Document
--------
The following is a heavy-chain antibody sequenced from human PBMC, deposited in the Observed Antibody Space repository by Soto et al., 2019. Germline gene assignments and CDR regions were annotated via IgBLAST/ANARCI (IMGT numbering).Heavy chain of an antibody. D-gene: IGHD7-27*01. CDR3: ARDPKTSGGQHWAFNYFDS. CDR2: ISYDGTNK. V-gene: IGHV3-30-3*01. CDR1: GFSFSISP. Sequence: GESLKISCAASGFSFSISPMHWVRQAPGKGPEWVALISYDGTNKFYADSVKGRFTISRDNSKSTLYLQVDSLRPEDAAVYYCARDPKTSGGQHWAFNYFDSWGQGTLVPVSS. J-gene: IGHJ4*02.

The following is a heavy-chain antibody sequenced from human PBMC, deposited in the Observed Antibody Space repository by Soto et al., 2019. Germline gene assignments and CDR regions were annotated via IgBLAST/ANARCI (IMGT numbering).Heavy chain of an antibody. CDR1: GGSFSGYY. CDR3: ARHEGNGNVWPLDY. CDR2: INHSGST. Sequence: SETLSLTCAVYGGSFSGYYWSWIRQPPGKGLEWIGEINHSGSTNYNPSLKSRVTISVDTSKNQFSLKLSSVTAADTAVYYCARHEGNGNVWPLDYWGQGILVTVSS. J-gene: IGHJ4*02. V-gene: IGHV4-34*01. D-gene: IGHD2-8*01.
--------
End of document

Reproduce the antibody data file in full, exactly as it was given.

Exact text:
The following is a heavy-chain antibody sequenced from human PBMC, deposited in the Observed Antibody Space repository by Soto et al., 2019. Germline gene assignments and CDR regions were annotated via IgBLAST/ANARCI (IMGT numbering).Heavy chain of an antibody. D-gene: IGHD7-27*01. CDR3: ARDPKTSGGQHWAFNYFDS. CDR2: ISYDGTNK. V-gene: IGHV3-30-3*01. CDR1: GFSFSISP. Sequence: GESLKISCAASGFSFSISPMHWVRQAPGKGPEWVALISYDGTNKFYADSVKGRFTISRDNSKSTLYLQVDSLRPEDAAVYYCARDPKTSGGQHWAFNYFDSWGQGTLVPVSS. J-gene: IGHJ4*02.

The following is a heavy-chain antibody sequenced from human PBMC, deposited in the Observed Antibody Space repository by Soto et al., 2019. Germline gene assignments and CDR regions were annotated via IgBLAST/ANARCI (IMGT numbering).Heavy chain of an antibody. CDR1: GGSFSGYY. CDR3: ARHEGNGNVWPLDY. CDR2: INHSGST. Sequence: SETLSLTCAVYGGSFSGYYWSWIRQPPGKGLEWIGEINHSGSTNYNPSLKSRVTISVDTSKNQFSLKLSSVTAADTAVYYCARHEGNGNVWPLDYWGQGILVTVSS. J-gene: IGHJ4*02. V-gene: IGHV4-34*01. D-gene: IGHD2-8*01.